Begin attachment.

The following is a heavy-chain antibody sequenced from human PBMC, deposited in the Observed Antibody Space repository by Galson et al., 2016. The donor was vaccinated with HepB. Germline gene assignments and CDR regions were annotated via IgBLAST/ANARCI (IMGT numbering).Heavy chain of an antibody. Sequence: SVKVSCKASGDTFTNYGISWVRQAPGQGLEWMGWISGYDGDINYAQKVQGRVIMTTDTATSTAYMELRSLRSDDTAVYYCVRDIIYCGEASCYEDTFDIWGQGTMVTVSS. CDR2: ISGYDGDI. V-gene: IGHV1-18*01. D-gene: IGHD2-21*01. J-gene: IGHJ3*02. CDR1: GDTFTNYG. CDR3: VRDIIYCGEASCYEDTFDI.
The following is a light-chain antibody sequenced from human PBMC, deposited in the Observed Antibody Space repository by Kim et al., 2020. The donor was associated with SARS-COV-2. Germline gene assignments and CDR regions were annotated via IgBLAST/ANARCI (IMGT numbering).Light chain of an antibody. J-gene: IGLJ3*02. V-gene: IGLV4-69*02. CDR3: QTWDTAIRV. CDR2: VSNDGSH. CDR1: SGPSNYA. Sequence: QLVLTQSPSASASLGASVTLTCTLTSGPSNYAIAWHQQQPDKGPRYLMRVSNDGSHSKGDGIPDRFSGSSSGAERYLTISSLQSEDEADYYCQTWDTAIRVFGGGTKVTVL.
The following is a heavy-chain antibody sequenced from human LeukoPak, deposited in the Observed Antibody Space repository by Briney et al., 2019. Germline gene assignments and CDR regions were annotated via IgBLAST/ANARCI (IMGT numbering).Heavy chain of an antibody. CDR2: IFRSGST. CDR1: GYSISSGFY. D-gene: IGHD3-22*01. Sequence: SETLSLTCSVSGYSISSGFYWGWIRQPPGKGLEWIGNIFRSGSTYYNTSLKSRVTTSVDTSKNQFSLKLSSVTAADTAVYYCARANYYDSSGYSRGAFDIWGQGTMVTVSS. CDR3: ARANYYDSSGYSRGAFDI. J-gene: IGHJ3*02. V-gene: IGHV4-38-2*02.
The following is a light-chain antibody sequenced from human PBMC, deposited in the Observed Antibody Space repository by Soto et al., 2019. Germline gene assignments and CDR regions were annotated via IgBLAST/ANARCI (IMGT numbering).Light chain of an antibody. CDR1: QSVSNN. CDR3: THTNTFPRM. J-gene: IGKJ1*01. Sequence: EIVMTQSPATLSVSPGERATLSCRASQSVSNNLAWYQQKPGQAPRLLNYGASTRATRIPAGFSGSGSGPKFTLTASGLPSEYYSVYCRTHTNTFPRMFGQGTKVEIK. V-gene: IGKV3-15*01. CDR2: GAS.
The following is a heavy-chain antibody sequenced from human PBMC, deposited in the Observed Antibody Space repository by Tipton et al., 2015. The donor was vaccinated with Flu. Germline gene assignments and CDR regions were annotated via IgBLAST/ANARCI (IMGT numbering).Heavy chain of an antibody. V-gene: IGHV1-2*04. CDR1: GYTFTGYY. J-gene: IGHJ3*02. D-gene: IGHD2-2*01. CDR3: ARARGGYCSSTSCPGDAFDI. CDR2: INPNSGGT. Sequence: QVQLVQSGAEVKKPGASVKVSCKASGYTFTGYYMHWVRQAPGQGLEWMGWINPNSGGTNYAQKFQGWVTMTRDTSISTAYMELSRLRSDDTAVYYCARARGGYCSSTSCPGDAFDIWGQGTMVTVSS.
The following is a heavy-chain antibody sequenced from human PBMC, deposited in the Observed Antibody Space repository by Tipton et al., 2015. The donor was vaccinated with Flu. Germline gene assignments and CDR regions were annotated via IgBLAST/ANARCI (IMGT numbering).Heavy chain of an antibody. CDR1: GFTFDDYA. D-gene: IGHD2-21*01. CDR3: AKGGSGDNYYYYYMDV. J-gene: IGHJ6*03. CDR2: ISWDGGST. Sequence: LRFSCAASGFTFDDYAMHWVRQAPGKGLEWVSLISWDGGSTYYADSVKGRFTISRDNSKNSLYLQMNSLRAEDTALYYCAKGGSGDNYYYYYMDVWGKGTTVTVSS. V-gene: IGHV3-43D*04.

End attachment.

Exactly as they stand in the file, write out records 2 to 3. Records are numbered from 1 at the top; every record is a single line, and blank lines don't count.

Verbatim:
The following is a light-chain antibody sequenced from human PBMC, deposited in the Observed Antibody Space repository by Kim et al., 2020. The donor was associated with SARS-COV-2. Germline gene assignments and CDR regions were annotated via IgBLAST/ANARCI (IMGT numbering).Light chain of an antibody. J-gene: IGLJ3*02. V-gene: IGLV4-69*02. CDR3: QTWDTAIRV. CDR2: VSNDGSH. CDR1: SGPSNYA. Sequence: QLVLTQSPSASASLGASVTLTCTLTSGPSNYAIAWHQQQPDKGPRYLMRVSNDGSHSKGDGIPDRFSGSSSGAERYLTISSLQSEDEADYYCQTWDTAIRVFGGGTKVTVL.
The following is a heavy-chain antibody sequenced from human LeukoPak, deposited in the Observed Antibody Space repository by Briney et al., 2019. Germline gene assignments and CDR regions were annotated via IgBLAST/ANARCI (IMGT numbering).Heavy chain of an antibody. CDR2: IFRSGST. CDR1: GYSISSGFY. D-gene: IGHD3-22*01. Sequence: SETLSLTCSVSGYSISSGFYWGWIRQPPGKGLEWIGNIFRSGSTYYNTSLKSRVTTSVDTSKNQFSLKLSSVTAADTAVYYCARANYYDSSGYSRGAFDIWGQGTMVTVSS. CDR3: ARANYYDSSGYSRGAFDI. J-gene: IGHJ3*02. V-gene: IGHV4-38-2*02.